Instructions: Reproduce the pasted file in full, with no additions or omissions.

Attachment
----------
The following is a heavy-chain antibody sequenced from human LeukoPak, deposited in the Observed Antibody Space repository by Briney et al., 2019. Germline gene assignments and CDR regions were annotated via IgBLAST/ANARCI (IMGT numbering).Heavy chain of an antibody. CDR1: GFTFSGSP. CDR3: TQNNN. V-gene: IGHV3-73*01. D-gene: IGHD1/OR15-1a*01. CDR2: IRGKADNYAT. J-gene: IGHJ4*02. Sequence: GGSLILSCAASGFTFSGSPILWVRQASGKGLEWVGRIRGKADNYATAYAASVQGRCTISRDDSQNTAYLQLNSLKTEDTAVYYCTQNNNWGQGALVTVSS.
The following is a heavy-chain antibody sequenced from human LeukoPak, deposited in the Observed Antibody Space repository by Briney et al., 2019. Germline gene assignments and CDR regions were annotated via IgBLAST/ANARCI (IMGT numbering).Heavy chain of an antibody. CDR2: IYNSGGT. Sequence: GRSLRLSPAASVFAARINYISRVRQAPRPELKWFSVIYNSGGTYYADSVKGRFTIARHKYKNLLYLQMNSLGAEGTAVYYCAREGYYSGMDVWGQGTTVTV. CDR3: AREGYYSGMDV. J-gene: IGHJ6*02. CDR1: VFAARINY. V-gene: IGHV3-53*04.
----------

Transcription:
The following is a heavy-chain antibody sequenced from human LeukoPak, deposited in the Observed Antibody Space repository by Briney et al., 2019. Germline gene assignments and CDR regions were annotated via IgBLAST/ANARCI (IMGT numbering).Heavy chain of an antibody. CDR1: GFTFSGSP. CDR3: TQNNN. V-gene: IGHV3-73*01. D-gene: IGHD1/OR15-1a*01. CDR2: IRGKADNYAT. J-gene: IGHJ4*02. Sequence: GGSLILSCAASGFTFSGSPILWVRQASGKGLEWVGRIRGKADNYATAYAASVQGRCTISRDDSQNTAYLQLNSLKTEDTAVYYCTQNNNWGQGALVTVSS.
The following is a heavy-chain antibody sequenced from human LeukoPak, deposited in the Observed Antibody Space repository by Briney et al., 2019. Germline gene assignments and CDR regions were annotated via IgBLAST/ANARCI (IMGT numbering).Heavy chain of an antibody. CDR2: IYNSGGT. Sequence: GRSLRLSPAASVFAARINYISRVRQAPRPELKWFSVIYNSGGTYYADSVKGRFTIARHKYKNLLYLQMNSLGAEGTAVYYCAREGYYSGMDVWGQGTTVTV. CDR3: AREGYYSGMDV. J-gene: IGHJ6*02. CDR1: VFAARINY. V-gene: IGHV3-53*04.